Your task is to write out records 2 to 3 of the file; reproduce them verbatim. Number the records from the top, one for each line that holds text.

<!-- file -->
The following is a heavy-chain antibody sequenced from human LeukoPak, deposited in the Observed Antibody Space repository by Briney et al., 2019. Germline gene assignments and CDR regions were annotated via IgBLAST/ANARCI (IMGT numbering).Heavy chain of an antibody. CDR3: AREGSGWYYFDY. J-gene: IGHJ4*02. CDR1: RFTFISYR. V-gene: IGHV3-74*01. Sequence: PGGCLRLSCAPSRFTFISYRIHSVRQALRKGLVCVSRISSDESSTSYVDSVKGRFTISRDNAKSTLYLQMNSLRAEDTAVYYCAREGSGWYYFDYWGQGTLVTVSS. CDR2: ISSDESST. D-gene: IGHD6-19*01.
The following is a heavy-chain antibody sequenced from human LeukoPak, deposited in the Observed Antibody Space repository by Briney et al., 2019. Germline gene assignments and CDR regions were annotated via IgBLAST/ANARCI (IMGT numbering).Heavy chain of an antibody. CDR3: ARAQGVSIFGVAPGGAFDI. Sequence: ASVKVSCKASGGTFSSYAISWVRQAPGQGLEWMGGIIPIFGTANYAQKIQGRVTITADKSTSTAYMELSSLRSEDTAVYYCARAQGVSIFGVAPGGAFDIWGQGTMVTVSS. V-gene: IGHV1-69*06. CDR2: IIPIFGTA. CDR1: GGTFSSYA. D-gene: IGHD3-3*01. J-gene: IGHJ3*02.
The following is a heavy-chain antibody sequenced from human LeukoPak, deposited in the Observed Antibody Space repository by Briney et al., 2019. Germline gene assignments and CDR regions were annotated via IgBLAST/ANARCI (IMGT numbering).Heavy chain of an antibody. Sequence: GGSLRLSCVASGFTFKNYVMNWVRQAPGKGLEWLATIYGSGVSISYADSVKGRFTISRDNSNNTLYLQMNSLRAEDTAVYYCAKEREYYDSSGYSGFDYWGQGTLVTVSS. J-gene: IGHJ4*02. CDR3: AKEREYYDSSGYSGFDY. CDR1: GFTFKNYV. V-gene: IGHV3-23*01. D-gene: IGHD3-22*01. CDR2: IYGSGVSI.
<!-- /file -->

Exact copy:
The following is a heavy-chain antibody sequenced from human LeukoPak, deposited in the Observed Antibody Space repository by Briney et al., 2019. Germline gene assignments and CDR regions were annotated via IgBLAST/ANARCI (IMGT numbering).Heavy chain of an antibody. CDR3: ARAQGVSIFGVAPGGAFDI. Sequence: ASVKVSCKASGGTFSSYAISWVRQAPGQGLEWMGGIIPIFGTANYAQKIQGRVTITADKSTSTAYMELSSLRSEDTAVYYCARAQGVSIFGVAPGGAFDIWGQGTMVTVSS. V-gene: IGHV1-69*06. CDR2: IIPIFGTA. CDR1: GGTFSSYA. D-gene: IGHD3-3*01. J-gene: IGHJ3*02.
The following is a heavy-chain antibody sequenced from human LeukoPak, deposited in the Observed Antibody Space repository by Briney et al., 2019. Germline gene assignments and CDR regions were annotated via IgBLAST/ANARCI (IMGT numbering).Heavy chain of an antibody. Sequence: GGSLRLSCVASGFTFKNYVMNWVRQAPGKGLEWLATIYGSGVSISYADSVKGRFTISRDNSNNTLYLQMNSLRAEDTAVYYCAKEREYYDSSGYSGFDYWGQGTLVTVSS. J-gene: IGHJ4*02. CDR3: AKEREYYDSSGYSGFDY. CDR1: GFTFKNYV. V-gene: IGHV3-23*01. D-gene: IGHD3-22*01. CDR2: IYGSGVSI.